Good evening and thank you for your invitation to speak to this summit.

In my view the future prospects for Australian services are spectacular.

Yet services in many ways are the quiet achiever of our economy.

When we talk exports, many outside the sector automatically think of commodities like iron ore, coal, gold; or agriculture exports.

But as we all here know services are the engine room of economic activity.

Eighty per cent of our economy is services based and services employ four out of five Australians.

Three of Australia’s top five ‘globally significant industries’ are education, tourism and financial services.

Internationally, we have an enviable and growing reputation for services across a wide range of areas, but overwhelmingly those service areas cluster around our strengths as a country.

Australia’s standout sectors – resources and energy, agriculture and agribusiness, education, health and medical research, tourism and hospitality – are either services-based or have strong services, and other industries, which cluster around them.

For these areas in particular, the productivity level of Australia’s services sector is well above the global average.

Demand for services in our region can be expected to grow at a phenomenal rate in-line with the exploding middle classes in the region around us, and as the emerging countries progressively drop the barriers as their need for services grow.

The OECD estimates that the middle class in the Asia Pacific will go from 600 million to some 3 billion by 2035-40. It is almost inconceivable.

High quality services will be fundamental to capacity building, and jobs.

For me, a visit to Hong Kong early last year was an eye opener.

It demonstrated to me the enormous role Australian services can play in Asia, as these emerging nations move from economies with overwhelmingly an export focus, to more domestically focussed, services oriented economies.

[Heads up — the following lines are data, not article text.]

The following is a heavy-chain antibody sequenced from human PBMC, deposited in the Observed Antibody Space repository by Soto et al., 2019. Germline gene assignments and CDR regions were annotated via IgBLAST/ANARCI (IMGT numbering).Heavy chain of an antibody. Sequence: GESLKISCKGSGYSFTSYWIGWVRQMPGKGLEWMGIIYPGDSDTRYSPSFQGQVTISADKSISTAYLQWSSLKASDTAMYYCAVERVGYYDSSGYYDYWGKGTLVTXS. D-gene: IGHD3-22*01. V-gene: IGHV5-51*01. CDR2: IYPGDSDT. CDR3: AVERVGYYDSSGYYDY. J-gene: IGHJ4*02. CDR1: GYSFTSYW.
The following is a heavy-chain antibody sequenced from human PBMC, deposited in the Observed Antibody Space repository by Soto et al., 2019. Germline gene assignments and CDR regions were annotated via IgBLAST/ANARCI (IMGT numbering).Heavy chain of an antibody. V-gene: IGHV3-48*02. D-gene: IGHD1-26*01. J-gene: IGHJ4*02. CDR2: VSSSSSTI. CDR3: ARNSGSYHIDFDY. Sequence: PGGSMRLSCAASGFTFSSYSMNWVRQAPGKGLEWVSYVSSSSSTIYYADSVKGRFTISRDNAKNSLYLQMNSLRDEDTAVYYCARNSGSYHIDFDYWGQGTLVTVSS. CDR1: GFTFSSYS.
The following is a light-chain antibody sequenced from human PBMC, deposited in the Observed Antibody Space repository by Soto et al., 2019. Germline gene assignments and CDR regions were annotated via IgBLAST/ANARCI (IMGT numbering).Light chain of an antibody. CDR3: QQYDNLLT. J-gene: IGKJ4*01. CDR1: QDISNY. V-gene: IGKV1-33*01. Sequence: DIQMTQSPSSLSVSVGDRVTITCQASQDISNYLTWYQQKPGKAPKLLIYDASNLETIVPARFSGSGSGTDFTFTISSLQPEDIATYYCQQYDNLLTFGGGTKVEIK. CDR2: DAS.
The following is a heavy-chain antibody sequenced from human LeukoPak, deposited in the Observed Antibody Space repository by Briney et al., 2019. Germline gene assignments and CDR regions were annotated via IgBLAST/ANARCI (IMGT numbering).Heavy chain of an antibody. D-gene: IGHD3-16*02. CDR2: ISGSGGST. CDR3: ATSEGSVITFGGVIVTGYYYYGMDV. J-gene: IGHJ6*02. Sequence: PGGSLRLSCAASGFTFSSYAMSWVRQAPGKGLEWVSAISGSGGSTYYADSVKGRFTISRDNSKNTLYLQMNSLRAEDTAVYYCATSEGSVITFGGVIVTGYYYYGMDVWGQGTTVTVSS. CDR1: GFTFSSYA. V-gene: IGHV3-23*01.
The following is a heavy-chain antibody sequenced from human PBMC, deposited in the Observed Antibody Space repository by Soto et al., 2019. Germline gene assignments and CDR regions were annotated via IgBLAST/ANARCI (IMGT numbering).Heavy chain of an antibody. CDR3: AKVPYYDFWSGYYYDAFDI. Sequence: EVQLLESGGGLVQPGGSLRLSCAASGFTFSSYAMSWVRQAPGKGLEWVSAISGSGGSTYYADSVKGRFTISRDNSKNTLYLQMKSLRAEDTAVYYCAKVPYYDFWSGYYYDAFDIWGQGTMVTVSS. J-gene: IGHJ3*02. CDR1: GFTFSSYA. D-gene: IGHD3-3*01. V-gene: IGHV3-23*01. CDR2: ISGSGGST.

In the week of meetings I had, no fewer than 32 services were raised with me, some multiple times, that are in demand in China, and which Australian providers are capable of delivering to the highest standard.

Australians, and many Australian service providers, don’t appreciate the very high regard in which Australia is viewed in the region as a highly knowledge-based services economy.

The Hong Kong visit list included banking and financial services, architecture and design, engineering, legal services, environmental services, logistics, project management, IT, event management, tourism and hospitality through to healthcare, including aged care, education and vocational training; the list goes on.

In several of these, for example, education, tourism, banking and project management, we are already making a mark.

During our successful Australia Week in China business mission for instance I had the pleasure of joining Mike Smith to open a new ANZ branch in the Shanghai Free Trade Zone.

On a previous visit, I helped open a new Joint Graduate School in Suzhou, the result of a joint venture between Monash University and Southeast University.

Of course, we have many other stand-out service offerings:

  • The outstanding Crown integrated resorts in Macau and the Philippines.
  • Seek, the largest online job board in the world.
  • Hassell, one of the largest multi-disciplinary design practices in the Asia Pacific.
  • The Leighton Group, one of Asia’s leading construction and mining service providers.
  • Monash, RMIT and many other universities.
  • Linfox, which provides supply-chain solutions through the Asia Pacific, and
  • Jetstar, including three joint-ventures in Asia.

But this is just the beginning.

Ensuring our services providers are in the best possible position to capitalise on the opportunities is a priority consideration when I negotiate trade deals.

This is true whether the negotiations are bilateral, regional, plurilateral or multilateral.